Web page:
For all our technological innovations and uncanny advancements, there is still one thing we have absolutely no control over: the weather. Last week a polar vortex – whatever that is – enveloped much of the United States, bringing dangerously frigid temperatures. Although New York’s weather wasn’t as severe as that of the Midwest, where temperatures dipped to unprecedented lows, 20-30 degrees below zero, it was still bone-chillingly cold. The front page of last week’s Hamodia had a picture of a thermometer with the mercury reading below zero with the caption, “Global Warming?”
And now just a few days later, we enjoyed a couple of days of bright sixty-degree sunshine – unusually warm for early February. Go figure.
Last week, on Friday morning, when the temperatures were in the single digits and wind chills were still well below zero, I pulled into a gas station in New Jersey. (The State of New Jersey doesn’t trust its citizens to fill up their own gas, so there is no self-service anywhere in the state.) The attendant, dressed in several layers, was jumping around and practically dancing as he approached my car. When I rolled down my window, I heard blaring music. The attendant gaily asked me how he could help me. When I asked him to fill up the tank, he spun around and jumped up and down as he inserted the nozzle into the filler neck.
As I drove away, I couldn’t stop thinking about the dancing gas attendant. It was a freezing morning, a perfect day for someone who works outside to be grumpy and miserable. Yet he was chipper and energetic. Why? Because instead of grumbling about the reality, he embraced it.
How often do we try to live life on our terms, even when the reality of the situation is clearly otherwise?
Rav Levi Yitzchak of Berditchev was once walking with a group of his chasidim. At one point, he asked his assemblage, “Do you know what I would do if I was G-d?” The group stopped walking and it was dead silent. Everyone leaned in with wide eyes to hear the great secret that the Rebbe would reveal. After a long moment, the Rebbe smiled and announced, “If I were G-d, I would… do exactly what He’s doing!”
The Rebbe’s insight is very compelling. If he were G-d, he would understand how everything happening was exactly as it needed to be. The reason we struggle so much is because we are not privy to the Divine knowledge and therefore cannot understand how everything is for the best and is exactly as it should be.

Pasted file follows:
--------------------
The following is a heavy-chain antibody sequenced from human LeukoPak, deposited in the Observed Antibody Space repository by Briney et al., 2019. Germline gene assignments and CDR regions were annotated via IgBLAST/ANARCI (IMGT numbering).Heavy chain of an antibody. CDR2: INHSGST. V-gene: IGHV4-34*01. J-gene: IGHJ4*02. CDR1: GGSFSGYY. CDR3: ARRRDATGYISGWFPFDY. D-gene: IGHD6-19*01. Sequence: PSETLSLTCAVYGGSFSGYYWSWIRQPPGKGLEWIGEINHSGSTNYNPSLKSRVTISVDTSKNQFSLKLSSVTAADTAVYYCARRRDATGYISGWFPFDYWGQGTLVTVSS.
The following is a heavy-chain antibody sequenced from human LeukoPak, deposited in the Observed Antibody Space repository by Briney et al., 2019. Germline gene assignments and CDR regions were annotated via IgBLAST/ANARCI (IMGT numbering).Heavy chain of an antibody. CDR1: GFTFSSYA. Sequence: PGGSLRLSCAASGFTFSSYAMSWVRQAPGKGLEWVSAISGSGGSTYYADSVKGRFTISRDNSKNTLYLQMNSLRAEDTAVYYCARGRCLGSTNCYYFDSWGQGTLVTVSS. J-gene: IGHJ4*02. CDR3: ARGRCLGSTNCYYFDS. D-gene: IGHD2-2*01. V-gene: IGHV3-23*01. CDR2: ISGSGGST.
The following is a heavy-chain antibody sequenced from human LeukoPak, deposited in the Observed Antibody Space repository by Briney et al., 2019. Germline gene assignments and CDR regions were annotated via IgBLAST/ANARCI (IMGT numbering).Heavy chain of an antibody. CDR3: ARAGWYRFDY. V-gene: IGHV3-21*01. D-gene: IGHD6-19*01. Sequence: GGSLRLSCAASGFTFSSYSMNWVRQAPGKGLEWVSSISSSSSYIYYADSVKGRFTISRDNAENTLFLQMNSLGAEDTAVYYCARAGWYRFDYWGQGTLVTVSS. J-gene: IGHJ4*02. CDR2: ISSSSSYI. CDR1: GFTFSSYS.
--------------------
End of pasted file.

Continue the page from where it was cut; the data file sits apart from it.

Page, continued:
In his typical humorous fashion, Rabbi Dovid Orlofsky once quipped: “I don’t want to be G-d; I don’t like the hours!”
We want things to go our way and to be comprehensible and logical to our finite minds. But the reality is more often not that way.
One of the most important keys to living a life of inner peace is to be able to have acceptance. That in no way precludes the need for one to do all he can – an adequate hishtadlus. But once one has done so, once he has done his research, invested all the energy he could, and has davened (and davened again), he can have peace of mind and rest assured that G-d knows exactly what He’s doing, and things are as they should be.
This is by no means an easy level to achieve. But those who seem to live with serenity are those who accept life on its terms, for good or for better. They aren’t frustrated by their futile attempts to force things to be how they feel it should be. They know that G-d loves them and only wants the best for them, even when it doesn’t feel that way.
When I grow up, that’s what I want to be!
Rabbi Dani Staum, LMSW, is a rebbe and guidance counselor at Heichal HaTorah in Teaneck, Principal at Mesivta Ohr Naftoli of New Windsor, and a division head at Camp Dora Golding. He can be reached at email@example.com. Looking for “instant inspiration” on the parshah in under minutes? Follow him on Torahanytime.com.